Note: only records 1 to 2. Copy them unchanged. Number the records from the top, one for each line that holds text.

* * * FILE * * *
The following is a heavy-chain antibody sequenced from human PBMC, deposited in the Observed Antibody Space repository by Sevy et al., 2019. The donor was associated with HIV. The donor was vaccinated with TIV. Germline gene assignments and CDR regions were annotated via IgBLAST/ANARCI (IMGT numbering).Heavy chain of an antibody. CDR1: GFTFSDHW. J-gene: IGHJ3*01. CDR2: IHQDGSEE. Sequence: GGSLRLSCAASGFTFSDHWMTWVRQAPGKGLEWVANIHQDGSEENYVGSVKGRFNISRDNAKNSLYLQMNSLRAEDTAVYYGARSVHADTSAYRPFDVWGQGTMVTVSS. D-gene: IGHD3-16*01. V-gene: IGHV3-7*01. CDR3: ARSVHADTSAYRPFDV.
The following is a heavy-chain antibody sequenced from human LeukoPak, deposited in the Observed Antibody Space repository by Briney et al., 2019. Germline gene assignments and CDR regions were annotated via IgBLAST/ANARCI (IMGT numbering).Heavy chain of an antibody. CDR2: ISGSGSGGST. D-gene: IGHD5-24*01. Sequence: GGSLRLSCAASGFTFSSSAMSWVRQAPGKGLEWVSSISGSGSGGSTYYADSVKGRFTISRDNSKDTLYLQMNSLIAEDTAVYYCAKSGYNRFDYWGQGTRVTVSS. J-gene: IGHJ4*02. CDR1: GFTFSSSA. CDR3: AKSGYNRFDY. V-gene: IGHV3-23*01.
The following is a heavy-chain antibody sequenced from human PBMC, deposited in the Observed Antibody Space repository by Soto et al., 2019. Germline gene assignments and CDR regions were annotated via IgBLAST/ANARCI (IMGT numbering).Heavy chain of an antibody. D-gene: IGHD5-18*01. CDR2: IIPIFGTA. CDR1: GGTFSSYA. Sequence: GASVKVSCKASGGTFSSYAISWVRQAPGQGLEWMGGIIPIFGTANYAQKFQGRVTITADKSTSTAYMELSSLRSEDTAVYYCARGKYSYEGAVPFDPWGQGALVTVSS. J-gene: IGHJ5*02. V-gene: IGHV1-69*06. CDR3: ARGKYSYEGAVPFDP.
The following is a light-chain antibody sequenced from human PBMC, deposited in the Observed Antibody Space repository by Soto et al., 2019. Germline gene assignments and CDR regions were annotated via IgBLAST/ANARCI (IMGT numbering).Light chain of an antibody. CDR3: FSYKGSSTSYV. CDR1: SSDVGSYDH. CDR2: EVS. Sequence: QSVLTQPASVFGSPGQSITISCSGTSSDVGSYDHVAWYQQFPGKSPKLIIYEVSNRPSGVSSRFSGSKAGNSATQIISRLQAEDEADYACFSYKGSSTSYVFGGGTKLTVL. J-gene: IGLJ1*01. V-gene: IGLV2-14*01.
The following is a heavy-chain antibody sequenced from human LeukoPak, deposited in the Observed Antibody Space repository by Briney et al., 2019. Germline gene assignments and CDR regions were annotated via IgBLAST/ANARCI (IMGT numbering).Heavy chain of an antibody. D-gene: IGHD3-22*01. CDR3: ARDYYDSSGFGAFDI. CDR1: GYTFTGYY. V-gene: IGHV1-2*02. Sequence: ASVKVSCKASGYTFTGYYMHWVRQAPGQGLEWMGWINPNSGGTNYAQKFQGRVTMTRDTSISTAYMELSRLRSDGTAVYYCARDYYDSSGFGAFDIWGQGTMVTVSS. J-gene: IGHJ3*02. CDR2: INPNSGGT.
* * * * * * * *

The following is a heavy-chain antibody sequenced from human PBMC, deposited in the Observed Antibody Space repository by Sevy et al., 2019. The donor was associated with HIV. The donor was vaccinated with TIV. Germline gene assignments and CDR regions were annotated via IgBLAST/ANARCI (IMGT numbering).Heavy chain of an antibody. CDR1: GFTFSDHW. J-gene: IGHJ3*01. CDR2: IHQDGSEE. Sequence: GGSLRLSCAASGFTFSDHWMTWVRQAPGKGLEWVANIHQDGSEENYVGSVKGRFNISRDNAKNSLYLQMNSLRAEDTAVYYGARSVHADTSAYRPFDVWGQGTMVTVSS. D-gene: IGHD3-16*01. V-gene: IGHV3-7*01. CDR3: ARSVHADTSAYRPFDV.
The following is a heavy-chain antibody sequenced from human LeukoPak, deposited in the Observed Antibody Space repository by Briney et al., 2019. Germline gene assignments and CDR regions were annotated via IgBLAST/ANARCI (IMGT numbering).Heavy chain of an antibody. CDR2: ISGSGSGGST. D-gene: IGHD5-24*01. Sequence: GGSLRLSCAASGFTFSSSAMSWVRQAPGKGLEWVSSISGSGSGGSTYYADSVKGRFTISRDNSKDTLYLQMNSLIAEDTAVYYCAKSGYNRFDYWGQGTRVTVSS. J-gene: IGHJ4*02. CDR1: GFTFSSSA. CDR3: AKSGYNRFDY. V-gene: IGHV3-23*01.